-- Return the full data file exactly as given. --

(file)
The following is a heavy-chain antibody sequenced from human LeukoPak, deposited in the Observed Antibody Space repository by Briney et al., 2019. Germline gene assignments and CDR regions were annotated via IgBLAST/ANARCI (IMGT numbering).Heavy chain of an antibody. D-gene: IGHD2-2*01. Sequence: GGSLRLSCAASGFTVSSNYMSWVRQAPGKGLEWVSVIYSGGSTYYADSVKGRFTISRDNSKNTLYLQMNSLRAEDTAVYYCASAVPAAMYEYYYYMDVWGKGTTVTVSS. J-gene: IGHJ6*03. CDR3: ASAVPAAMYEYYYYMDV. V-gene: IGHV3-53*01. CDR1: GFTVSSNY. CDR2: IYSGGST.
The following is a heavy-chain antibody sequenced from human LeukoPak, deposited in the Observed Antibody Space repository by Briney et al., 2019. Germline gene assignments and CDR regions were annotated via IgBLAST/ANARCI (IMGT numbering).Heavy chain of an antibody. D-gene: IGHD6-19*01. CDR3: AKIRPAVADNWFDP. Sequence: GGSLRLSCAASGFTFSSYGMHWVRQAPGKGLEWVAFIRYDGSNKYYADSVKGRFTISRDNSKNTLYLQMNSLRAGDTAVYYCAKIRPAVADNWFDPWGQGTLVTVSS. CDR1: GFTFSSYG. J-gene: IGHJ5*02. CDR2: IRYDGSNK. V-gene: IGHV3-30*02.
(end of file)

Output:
The following is a heavy-chain antibody sequenced from human LeukoPak, deposited in the Observed Antibody Space repository by Briney et al., 2019. Germline gene assignments and CDR regions were annotated via IgBLAST/ANARCI (IMGT numbering).Heavy chain of an antibody. D-gene: IGHD2-2*01. Sequence: GGSLRLSCAASGFTVSSNYMSWVRQAPGKGLEWVSVIYSGGSTYYADSVKGRFTISRDNSKNTLYLQMNSLRAEDTAVYYCASAVPAAMYEYYYYMDVWGKGTTVTVSS. J-gene: IGHJ6*03. CDR3: ASAVPAAMYEYYYYMDV. V-gene: IGHV3-53*01. CDR1: GFTVSSNY. CDR2: IYSGGST.
The following is a heavy-chain antibody sequenced from human LeukoPak, deposited in the Observed Antibody Space repository by Briney et al., 2019. Germline gene assignments and CDR regions were annotated via IgBLAST/ANARCI (IMGT numbering).Heavy chain of an antibody. D-gene: IGHD6-19*01. CDR3: AKIRPAVADNWFDP. Sequence: GGSLRLSCAASGFTFSSYGMHWVRQAPGKGLEWVAFIRYDGSNKYYADSVKGRFTISRDNSKNTLYLQMNSLRAGDTAVYYCAKIRPAVADNWFDPWGQGTLVTVSS. CDR1: GFTFSSYG. J-gene: IGHJ5*02. CDR2: IRYDGSNK. V-gene: IGHV3-30*02.